Public funds for Italian media to be axed by 2013


“An important part of the Italian media sector is financed or receives subsidies from the state,” remarked James Murdoch in May 2011 at a meeting of young publishers in the Italian town of Bagnaia, warning that “when a government gives funds to the press, it asks in return to exert some kind of control over it.”

The Chief executive of News Corporation Europe and Asia certainly made a valid point that public money can jeopardise the chances for a country’s media industry to gain independence and international reputation. 

Italy, however, is not the only country in Europe that is supporting its press financially.

Unhealthy dependence on state funding

A research study published last summer by the Reuters Institute for the Study of Journalism at Oxford University, ‘Public Support for the Media, A Six-Country Overview of Direct and Indirect Subsidies’, shows that public subsidies differ greatly in Finland, France, Germany, Italy, the United Kingdom and the United States.

There is no evidence, according to the Reuters study, that subsidies actually improve the competitiveness of a country’s media market. There are far less print media readers in Italy in comparison to other European countries, despite the great amount of public funds granted to the written press. Figures vary, but in Italy the leitmotiv stays the same: newspapers and magazines receiving the highest amount of funding are those linked to a political party, movement or an individual political figure.

For political parties, supporting media outlets with public money seems to go hand in hand with their political need to befriend the press and use it to propagate their views and publicise press releases.

All 950 (!) Members of Parliament in Italy have the right to start up their own political paper, in which they can publish their opinions and inform the public about their parliamentary activity. Each one of these magazines is entitled to receive public funding, in the name of the right for MPs to communicate with the public.

Among the countries examined in the Reuters research study, it is Finland that allocates the largest amount of public funds to its media industry.

The data presented below shows that while Italy scores third in the amount of subsidies per inhabitant, it has by far the lowest number of sold copies. This means that many papers relying on public subsidies do not try to sell more copies nor improve their distribution. They don’t even hire talented journalists. Their goal is to secure the funds and distribute jobs to politically affiliated journalists.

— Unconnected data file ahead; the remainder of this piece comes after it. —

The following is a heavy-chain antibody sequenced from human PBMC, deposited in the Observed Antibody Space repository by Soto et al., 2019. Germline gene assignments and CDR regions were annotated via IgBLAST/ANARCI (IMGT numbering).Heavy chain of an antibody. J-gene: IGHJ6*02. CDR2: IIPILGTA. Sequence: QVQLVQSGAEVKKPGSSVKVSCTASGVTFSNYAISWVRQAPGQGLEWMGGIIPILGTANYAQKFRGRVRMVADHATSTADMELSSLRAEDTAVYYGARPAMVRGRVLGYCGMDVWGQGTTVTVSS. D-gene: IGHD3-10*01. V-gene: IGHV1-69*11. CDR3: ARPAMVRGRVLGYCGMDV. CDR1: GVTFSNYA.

In other words, while northern European countries tend to give high subsidies for already well developed media markets, Italy uses public funds to help newspapers maintain their status quo. In fact, as many as 100 Italian newspapers rely mostly on public funds for their survival rather than on sales or advertising revenues.



The Reuters study, written by Prof. Rasmus Kleis Nielsen and former chief editor at Reuters Geert Linnebank, shows that while the US government allocates only 16 percent of public funds to the media, US newspapers attract 94 percent more readers than Italian ones. Germany spends 40 percent less than Italy on press subsidies yet reaches three times the number of Italian readers.

The research also points out that, in general, the allocation of public money does not seem to constitute any guarantee for a healthy media market, as public funds are not necessarily invested on innovation or improvements. Traditional media is by far the sector receiving most of the funding, leaving “innovative efforts and new media with little or no monetary support”, the study reveals.

At the time when Murdoch Jr underlined last May that “the lack of real competition and deregulation is a sign of failure”, the Italian politically well connected media was still in a position to rely on a traditional slowness in the legislative inquiry into the large funds granted to media corporations in the last decades.